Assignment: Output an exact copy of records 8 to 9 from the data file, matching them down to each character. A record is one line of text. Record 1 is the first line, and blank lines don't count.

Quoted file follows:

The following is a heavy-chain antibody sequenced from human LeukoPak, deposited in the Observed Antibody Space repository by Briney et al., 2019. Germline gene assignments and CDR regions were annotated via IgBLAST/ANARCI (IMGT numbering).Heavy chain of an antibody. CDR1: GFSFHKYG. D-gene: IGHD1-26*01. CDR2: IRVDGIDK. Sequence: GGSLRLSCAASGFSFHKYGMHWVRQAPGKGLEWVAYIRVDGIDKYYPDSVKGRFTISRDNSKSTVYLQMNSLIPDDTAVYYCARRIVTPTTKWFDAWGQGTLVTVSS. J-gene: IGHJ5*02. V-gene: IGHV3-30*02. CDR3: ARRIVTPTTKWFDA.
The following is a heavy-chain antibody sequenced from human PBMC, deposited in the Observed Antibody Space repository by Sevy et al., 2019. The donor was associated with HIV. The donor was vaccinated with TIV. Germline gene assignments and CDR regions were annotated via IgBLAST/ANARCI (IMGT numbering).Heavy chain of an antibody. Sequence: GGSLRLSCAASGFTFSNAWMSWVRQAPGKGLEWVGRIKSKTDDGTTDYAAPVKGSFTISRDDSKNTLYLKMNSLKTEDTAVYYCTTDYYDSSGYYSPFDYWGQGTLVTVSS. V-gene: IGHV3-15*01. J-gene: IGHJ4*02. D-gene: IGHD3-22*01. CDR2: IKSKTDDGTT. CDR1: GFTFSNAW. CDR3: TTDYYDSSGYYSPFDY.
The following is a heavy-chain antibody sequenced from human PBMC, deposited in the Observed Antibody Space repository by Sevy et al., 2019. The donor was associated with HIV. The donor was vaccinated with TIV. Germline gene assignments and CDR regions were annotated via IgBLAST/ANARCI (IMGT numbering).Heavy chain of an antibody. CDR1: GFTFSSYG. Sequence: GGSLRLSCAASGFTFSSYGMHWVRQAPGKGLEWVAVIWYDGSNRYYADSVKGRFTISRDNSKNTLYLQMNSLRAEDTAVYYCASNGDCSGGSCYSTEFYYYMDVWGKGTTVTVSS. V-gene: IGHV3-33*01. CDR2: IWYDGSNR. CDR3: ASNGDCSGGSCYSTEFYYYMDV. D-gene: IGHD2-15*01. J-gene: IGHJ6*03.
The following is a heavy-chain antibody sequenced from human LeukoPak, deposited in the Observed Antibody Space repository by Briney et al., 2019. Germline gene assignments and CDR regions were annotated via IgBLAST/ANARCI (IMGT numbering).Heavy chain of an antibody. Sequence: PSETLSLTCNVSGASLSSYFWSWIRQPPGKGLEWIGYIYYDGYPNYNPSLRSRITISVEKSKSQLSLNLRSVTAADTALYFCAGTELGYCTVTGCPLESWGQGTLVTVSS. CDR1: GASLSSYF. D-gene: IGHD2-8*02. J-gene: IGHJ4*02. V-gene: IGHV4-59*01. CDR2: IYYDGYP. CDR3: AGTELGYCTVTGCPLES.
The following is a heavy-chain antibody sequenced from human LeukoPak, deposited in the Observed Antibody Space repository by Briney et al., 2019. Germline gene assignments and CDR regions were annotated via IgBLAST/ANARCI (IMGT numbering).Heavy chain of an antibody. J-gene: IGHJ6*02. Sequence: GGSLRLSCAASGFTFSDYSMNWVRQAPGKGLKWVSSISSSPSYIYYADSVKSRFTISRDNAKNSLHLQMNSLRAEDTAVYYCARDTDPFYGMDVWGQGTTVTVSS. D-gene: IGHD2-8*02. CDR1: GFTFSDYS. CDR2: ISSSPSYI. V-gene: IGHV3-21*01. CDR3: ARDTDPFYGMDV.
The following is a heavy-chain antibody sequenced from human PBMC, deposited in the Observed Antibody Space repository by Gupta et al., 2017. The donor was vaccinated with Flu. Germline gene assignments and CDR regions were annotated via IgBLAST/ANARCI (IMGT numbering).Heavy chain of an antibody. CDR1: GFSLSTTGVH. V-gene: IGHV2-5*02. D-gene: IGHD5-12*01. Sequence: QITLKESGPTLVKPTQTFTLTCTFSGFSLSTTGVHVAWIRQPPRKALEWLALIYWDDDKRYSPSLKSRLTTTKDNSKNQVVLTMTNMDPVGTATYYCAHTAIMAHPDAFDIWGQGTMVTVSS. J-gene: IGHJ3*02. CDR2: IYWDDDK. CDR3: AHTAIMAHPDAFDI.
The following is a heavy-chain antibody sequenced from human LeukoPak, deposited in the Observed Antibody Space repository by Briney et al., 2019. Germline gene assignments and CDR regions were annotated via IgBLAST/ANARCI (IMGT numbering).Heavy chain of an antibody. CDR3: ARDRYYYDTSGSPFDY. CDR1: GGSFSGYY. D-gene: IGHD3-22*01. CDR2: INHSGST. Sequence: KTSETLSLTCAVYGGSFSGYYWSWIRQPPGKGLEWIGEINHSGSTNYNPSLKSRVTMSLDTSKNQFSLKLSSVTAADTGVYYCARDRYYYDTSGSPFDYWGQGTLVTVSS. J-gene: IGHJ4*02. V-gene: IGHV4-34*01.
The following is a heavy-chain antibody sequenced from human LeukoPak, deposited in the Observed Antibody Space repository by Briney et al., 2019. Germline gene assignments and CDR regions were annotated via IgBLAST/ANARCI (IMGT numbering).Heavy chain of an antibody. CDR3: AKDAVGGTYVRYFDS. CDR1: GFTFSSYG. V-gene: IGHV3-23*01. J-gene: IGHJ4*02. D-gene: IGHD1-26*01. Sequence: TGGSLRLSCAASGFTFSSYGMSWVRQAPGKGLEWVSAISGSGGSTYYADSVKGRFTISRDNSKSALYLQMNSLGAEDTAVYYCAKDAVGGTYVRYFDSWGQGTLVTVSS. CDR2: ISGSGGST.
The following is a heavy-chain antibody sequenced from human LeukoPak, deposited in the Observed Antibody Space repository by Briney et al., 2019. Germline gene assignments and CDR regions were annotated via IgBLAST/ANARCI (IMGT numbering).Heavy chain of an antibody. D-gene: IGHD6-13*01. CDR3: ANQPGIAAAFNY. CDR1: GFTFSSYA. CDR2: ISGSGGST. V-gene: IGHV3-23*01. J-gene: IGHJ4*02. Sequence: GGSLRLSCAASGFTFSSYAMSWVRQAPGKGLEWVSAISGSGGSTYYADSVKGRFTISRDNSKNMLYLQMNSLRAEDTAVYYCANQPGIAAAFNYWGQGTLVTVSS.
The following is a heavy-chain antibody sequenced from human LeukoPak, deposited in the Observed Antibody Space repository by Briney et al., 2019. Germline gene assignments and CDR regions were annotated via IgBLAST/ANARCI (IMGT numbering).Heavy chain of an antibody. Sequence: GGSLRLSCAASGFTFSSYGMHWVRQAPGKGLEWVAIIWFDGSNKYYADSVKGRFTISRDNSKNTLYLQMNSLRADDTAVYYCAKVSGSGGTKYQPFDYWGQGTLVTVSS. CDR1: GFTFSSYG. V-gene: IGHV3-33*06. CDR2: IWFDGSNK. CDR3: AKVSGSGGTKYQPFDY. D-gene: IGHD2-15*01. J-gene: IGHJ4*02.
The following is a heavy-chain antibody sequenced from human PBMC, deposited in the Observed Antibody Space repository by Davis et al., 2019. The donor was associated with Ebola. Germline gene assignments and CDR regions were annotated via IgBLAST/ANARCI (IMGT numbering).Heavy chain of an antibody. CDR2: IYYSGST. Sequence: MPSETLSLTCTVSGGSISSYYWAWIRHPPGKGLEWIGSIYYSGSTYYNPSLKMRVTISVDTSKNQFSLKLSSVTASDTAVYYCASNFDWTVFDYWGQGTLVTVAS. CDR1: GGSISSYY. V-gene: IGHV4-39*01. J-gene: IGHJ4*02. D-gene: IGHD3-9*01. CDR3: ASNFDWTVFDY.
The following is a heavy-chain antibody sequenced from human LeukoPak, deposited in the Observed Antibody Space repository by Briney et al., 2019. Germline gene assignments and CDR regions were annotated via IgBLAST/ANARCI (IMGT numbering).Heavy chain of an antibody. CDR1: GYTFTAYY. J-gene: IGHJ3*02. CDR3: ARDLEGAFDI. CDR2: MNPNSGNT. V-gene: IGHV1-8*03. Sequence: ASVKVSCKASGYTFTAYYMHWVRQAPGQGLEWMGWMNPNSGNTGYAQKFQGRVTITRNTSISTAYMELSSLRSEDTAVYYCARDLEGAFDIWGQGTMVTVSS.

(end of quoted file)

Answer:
The following is a heavy-chain antibody sequenced from human LeukoPak, deposited in the Observed Antibody Space repository by Briney et al., 2019. Germline gene assignments and CDR regions were annotated via IgBLAST/ANARCI (IMGT numbering).Heavy chain of an antibody. CDR3: AKDAVGGTYVRYFDS. CDR1: GFTFSSYG. V-gene: IGHV3-23*01. J-gene: IGHJ4*02. D-gene: IGHD1-26*01. Sequence: TGGSLRLSCAASGFTFSSYGMSWVRQAPGKGLEWVSAISGSGGSTYYADSVKGRFTISRDNSKSALYLQMNSLGAEDTAVYYCAKDAVGGTYVRYFDSWGQGTLVTVSS. CDR2: ISGSGGST.
The following is a heavy-chain antibody sequenced from human LeukoPak, deposited in the Observed Antibody Space repository by Briney et al., 2019. Germline gene assignments and CDR regions were annotated via IgBLAST/ANARCI (IMGT numbering).Heavy chain of an antibody. D-gene: IGHD6-13*01. CDR3: ANQPGIAAAFNY. CDR1: GFTFSSYA. CDR2: ISGSGGST. V-gene: IGHV3-23*01. J-gene: IGHJ4*02. Sequence: GGSLRLSCAASGFTFSSYAMSWVRQAPGKGLEWVSAISGSGGSTYYADSVKGRFTISRDNSKNMLYLQMNSLRAEDTAVYYCANQPGIAAAFNYWGQGTLVTVSS.